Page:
It's not hard to get precious about pretty much everything in filmmaking. There's one thing coming off the set, though, that's more valuable than anything else -- the film. It has long been preferable to treat the camera negative like the delicate, precious amalgam that it is by editing a place-holder version in lieu of damaging the original. In some fashion or another, this concept has followed editors through post production for much of filmmaking history. Even in the digital realm, it may sometimes be preferable to edit "offline" before conforming to "online" for striking the "master print." Read a bit more into the fundamentals of the offline/online below.
Filming Editing with Workprints -- The "OG of O/O"
The core concept of offline editing has existed in filmmaking forever -- the process simply wasn't referred to as such until more recently. Back in the old days, editors made their physical cuts to roughly processed positives to avoid the risk of harming the original camera negatives. These workprints were the rough-and-ready versions that editors could dig into, enabling them to really get their hands dirty while assembling a cut. They wouldn't have to worry about ruining anything permanently while exercising what might otherwise be destructive trial-and-error.
The workprints were of a lesser quality than the full potential held within the negatives, but that didn't matter so much. As long as they were decent enough for the editor to judge a shot's usability, they didn't have to look amazing. And since they were struck from the original negatives, these "offline" prints -- or proxy versions -- directly corresponded to the originals, down to the frame address. (Note, these terms weren't in play until tape was brought into the picture, but I use the terms here to illustrate analogously.)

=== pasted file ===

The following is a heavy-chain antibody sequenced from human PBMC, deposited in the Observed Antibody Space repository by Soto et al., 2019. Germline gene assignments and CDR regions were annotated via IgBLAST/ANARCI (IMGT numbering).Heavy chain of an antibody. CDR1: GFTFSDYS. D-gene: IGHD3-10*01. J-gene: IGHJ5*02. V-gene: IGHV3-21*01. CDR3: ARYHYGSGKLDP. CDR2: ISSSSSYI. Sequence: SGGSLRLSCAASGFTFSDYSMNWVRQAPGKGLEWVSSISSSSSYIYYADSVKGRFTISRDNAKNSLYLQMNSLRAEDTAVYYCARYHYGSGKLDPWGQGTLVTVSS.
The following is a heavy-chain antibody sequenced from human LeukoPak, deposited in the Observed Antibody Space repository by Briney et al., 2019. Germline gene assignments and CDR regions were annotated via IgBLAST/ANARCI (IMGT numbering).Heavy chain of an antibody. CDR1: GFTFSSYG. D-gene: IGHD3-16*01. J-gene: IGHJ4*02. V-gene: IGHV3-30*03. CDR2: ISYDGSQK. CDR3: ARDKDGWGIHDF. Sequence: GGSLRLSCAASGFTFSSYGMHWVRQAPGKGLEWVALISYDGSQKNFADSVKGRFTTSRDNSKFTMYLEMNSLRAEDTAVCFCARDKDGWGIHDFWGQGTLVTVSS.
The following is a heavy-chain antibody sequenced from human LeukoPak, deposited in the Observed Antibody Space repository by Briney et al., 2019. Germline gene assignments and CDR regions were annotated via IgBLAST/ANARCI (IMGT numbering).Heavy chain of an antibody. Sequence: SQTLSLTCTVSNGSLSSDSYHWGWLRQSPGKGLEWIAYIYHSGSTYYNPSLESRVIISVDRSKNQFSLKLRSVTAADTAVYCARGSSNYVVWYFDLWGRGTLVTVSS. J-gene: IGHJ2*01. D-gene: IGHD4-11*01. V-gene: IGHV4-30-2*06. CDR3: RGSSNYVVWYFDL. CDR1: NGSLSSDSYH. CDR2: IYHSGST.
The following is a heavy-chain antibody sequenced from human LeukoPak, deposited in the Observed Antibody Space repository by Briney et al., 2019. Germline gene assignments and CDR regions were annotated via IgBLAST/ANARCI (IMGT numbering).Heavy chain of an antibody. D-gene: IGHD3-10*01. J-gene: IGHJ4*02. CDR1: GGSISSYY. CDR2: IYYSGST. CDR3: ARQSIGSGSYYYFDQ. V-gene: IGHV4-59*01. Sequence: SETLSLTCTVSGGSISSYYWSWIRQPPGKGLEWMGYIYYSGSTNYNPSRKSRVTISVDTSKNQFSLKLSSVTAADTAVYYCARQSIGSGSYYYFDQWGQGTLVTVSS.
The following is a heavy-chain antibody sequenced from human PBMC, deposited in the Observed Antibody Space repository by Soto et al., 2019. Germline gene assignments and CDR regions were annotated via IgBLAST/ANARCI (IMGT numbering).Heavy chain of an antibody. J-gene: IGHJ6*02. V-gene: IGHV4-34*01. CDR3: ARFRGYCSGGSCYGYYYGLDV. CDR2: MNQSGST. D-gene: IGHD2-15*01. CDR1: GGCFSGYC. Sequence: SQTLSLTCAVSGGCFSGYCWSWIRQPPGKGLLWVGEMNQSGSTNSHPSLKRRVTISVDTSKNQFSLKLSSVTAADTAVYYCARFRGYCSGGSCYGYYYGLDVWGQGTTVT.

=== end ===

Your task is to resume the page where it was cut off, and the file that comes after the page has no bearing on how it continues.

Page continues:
Once the edit was approved, the negative editor would duplicate the necessary splices to the original negatives (not a job I'd ever want,) conforming the edit decisions "online." Finally, the beautiful potential promised by the negatives could be carefully extracted for a master, with no time wasted on developing fodder for the cutting room floor.
Up to the Present
Between all that and today, pretty much every conceivably combination of offline/online processes has been used for various formats -- if in spirit and not in name. Film-for-film (as above,) tape-for-film (early Avid,) file-for-tape (proxy-based tape capture, see below,) file/film (digital telecine as proxy,) file/file (see below.)
It's all been done, and the process can make quite a bit of sense depending on the challenges presented by a given format. Usually, the choice to edit offline stems from the prohibitive nature of working with original-quality material directly for one reason or another.
Here's a great example of more current offline/online workflows from CreativeCOW. Aside from making the basics pretty tangible, the tutorial also illustrates why major productions and post houses needn't be the only ones benefitting from such a process:
Sometimes working offline is a necessity -- a proxy/conform workflow theoretically allows anyone to cut footage from any camera system freely, regardless of their computer's shortcomings, while still retaining the full quality potential for when the edit is complete. The machine that I've been using to play around with Magic Lantern RAW video, for instance, quivers in its boots when confronted with the task of real-time CinemaDNG debayering for playback. With an offline/online workflow, I can be light on my feet and cut the hell out of mountains of proxy files, but create a color grade with the robust flexibility of RAW originals. (More on this later.)
For those interested in more old-school offline/online tools of the decidedly hardware-based variety, go here. And I thought trying to debayer in real-time was bad for my editing health -- in our file-based era, it's certainly much easier to accomplish this type of process than it used to be!
What formats have you traversed out of offline editing necessities? How have newer camera systems, computers, and media formats changed the way you workflow? Will future computer hardware make offline editing extinct?